Hamada: We are working towards getting our hands on the trophy, but before that we are concentrating on achieving four wins during the autumn season. I think that once we get one win, others will follow, but achieving that first win will not be a walkover. In the spring season our second year students played particularly well and we were able to trounce Waseda. I hope that results like that will continue.

Furuta: I have another year-and-a-half before I retire, and I would really like to experience the thrill of a victory for the baseball club. I hope that we can also win the Seven Universities Athletic Meet in succession and I would like to see the victory parade on campus. Last year the table tennis club managed to secure the title after a nail-biting game and I would like to experience such excitement once again.

Hasegawa: I will also be waiting expectantly for a report on our performance. I will also have to work on my back muscles (laughs).

Coach Masumi Kuwata is pioneering changes in the baseball club

"Everyone does exactly what Coach Kuwata says. What I say seems to go over their heads as if I hadn't said it! (laughs)" (Coach Hamada)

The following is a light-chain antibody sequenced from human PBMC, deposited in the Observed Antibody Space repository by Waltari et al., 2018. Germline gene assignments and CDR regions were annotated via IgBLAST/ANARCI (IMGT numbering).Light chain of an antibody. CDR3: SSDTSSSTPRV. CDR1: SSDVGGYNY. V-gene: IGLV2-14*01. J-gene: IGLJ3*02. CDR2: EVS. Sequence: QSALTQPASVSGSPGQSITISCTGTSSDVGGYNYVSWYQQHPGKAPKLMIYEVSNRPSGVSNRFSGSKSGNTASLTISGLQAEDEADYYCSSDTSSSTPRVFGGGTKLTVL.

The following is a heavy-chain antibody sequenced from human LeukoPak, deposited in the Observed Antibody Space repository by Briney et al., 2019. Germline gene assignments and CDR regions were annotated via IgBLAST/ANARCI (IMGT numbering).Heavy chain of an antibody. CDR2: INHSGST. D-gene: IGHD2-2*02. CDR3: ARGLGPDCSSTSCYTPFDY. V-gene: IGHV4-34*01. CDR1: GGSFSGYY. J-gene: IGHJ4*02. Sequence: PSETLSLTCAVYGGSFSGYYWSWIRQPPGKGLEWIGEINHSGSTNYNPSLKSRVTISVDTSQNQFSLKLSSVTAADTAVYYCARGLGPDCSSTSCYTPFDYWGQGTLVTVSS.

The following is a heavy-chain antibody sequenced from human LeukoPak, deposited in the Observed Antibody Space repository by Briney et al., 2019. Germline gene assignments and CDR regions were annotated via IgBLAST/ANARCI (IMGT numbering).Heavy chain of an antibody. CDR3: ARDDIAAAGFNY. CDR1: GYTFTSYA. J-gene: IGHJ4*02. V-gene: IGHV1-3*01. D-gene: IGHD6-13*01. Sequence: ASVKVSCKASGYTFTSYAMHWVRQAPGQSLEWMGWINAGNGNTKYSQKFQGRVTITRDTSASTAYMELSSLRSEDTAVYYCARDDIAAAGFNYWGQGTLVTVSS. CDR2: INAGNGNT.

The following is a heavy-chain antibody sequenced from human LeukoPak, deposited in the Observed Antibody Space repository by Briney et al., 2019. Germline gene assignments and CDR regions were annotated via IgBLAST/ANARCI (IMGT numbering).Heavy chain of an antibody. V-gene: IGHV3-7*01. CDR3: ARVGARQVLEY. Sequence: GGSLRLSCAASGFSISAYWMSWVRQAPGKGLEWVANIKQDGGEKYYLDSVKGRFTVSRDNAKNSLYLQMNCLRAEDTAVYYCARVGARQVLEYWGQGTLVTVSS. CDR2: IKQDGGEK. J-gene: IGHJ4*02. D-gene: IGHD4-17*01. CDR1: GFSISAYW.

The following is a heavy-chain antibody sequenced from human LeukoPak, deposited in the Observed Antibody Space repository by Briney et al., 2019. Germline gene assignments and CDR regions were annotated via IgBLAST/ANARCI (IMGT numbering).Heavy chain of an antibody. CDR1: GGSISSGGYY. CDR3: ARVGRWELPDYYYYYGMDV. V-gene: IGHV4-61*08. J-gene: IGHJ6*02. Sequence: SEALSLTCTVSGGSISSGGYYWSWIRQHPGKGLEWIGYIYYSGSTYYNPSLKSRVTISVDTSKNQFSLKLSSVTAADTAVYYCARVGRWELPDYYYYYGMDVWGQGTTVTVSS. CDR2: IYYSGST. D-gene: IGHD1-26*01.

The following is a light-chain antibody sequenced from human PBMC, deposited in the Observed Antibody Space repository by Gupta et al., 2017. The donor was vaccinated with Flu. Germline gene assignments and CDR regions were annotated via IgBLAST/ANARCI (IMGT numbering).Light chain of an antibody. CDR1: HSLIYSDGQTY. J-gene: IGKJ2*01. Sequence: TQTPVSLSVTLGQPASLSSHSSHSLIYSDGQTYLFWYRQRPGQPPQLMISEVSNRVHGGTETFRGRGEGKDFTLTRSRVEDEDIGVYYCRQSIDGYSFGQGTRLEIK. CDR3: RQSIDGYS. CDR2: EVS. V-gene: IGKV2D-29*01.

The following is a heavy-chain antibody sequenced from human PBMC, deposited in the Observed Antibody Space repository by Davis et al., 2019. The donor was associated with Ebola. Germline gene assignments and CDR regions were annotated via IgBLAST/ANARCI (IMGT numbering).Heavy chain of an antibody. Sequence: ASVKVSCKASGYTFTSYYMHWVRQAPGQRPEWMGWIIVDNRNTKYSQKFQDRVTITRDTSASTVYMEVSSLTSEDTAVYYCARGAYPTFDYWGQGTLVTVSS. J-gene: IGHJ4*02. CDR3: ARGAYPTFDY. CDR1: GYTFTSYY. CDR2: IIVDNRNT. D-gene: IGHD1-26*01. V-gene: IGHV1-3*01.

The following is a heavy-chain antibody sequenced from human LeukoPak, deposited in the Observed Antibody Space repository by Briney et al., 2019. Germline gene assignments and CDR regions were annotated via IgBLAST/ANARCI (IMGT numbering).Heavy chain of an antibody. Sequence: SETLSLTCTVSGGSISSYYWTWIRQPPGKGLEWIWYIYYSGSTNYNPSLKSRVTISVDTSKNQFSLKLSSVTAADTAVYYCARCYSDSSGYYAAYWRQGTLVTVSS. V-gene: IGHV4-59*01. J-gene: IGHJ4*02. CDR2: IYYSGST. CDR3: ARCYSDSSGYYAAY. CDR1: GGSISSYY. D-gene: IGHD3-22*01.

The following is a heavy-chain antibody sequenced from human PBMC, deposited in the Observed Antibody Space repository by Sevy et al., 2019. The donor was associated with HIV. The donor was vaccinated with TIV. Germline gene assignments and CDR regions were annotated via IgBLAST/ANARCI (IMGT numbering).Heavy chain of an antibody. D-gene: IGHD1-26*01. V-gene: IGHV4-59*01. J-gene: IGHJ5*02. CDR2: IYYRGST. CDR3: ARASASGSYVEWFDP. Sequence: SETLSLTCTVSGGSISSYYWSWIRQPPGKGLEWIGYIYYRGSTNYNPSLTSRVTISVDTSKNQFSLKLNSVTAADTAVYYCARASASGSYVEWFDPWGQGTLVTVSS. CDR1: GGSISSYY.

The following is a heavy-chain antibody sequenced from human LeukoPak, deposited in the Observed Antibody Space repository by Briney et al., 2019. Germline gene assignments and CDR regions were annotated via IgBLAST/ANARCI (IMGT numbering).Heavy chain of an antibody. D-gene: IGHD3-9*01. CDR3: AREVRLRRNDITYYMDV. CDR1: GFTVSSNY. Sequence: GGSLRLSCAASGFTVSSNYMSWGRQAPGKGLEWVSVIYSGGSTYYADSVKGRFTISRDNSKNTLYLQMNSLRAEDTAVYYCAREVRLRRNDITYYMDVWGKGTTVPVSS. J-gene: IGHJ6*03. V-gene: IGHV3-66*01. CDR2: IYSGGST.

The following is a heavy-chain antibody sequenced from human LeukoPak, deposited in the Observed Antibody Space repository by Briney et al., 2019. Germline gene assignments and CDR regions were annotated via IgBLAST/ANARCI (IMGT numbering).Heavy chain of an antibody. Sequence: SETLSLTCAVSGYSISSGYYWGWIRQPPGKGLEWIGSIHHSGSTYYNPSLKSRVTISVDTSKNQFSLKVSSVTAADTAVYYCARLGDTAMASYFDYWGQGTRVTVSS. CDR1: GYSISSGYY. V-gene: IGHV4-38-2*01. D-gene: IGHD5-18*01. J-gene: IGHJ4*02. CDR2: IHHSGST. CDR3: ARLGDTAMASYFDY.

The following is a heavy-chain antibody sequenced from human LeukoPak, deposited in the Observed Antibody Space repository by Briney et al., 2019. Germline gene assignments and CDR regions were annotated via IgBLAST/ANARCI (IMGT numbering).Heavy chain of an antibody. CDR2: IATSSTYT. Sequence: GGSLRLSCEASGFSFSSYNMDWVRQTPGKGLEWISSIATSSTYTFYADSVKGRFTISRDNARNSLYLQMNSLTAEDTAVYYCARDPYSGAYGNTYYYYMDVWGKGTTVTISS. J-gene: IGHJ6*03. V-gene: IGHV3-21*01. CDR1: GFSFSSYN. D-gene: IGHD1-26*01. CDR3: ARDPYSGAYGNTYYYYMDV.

Coach Masumi Kuwata was appointed as a special coach for the baseball club in January 2013 and he continues to conduct team training once a week. When he first came to the University of Tokyo what he found surprising was that the team players were training too hard. He put it like this, "They (the team players) were practicing almost 12 hours a day. That is way too serious and does no-one any good. If you practice something that is wrong repeatedly it only has the opposite effect from the intended one. What is important is to think about how training can be condensed into intensive sessions that are really full of content." This approach was already one that Coach Kuwata was following himself during his time at PL Gakuen and he submitted a special training plan based on this short-period, intensive training model to Coach Hamada. This training method was the result of his own ideas on ensuring that he, someone of small stature, could carry on playing baseball for as long as possible. This type of training should resonate strongly with University of Tokyo students who are used to rational and logical thinking. Says Kuwata, "After all, the team members are students, and I want them to give proper attention to their studies as well as baseball. Free time, leisure and love are also important. This is because the tactics of love and romance are ones that a hitter will also understand. I don't want players to be exclusively devoted to baseball-it would be better for them to concentrate on having a well-balanced student life." Coach Kuwata is evidently the personification of "thinking baseball," and someone who questions conventions and received thinking. With luck, the results of his approach will become apparent at Jingu Stadium.[The University of Tokyo came fourth in the university league.]